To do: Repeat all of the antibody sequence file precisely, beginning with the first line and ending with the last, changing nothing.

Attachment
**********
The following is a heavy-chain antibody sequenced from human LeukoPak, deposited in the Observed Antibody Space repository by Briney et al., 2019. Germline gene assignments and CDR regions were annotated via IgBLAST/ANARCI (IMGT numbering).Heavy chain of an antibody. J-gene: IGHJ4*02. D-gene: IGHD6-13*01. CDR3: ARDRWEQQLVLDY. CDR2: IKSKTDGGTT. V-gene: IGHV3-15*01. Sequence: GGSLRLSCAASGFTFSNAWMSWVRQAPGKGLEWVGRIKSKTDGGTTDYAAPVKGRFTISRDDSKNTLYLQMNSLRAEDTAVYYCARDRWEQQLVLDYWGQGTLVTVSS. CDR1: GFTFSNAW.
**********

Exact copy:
The following is a heavy-chain antibody sequenced from human LeukoPak, deposited in the Observed Antibody Space repository by Briney et al., 2019. Germline gene assignments and CDR regions were annotated via IgBLAST/ANARCI (IMGT numbering).Heavy chain of an antibody. J-gene: IGHJ4*02. D-gene: IGHD6-13*01. CDR3: ARDRWEQQLVLDY. CDR2: IKSKTDGGTT. V-gene: IGHV3-15*01. Sequence: GGSLRLSCAASGFTFSNAWMSWVRQAPGKGLEWVGRIKSKTDGGTTDYAAPVKGRFTISRDDSKNTLYLQMNSLRAEDTAVYYCARDRWEQQLVLDYWGQGTLVTVSS. CDR1: GFTFSNAW.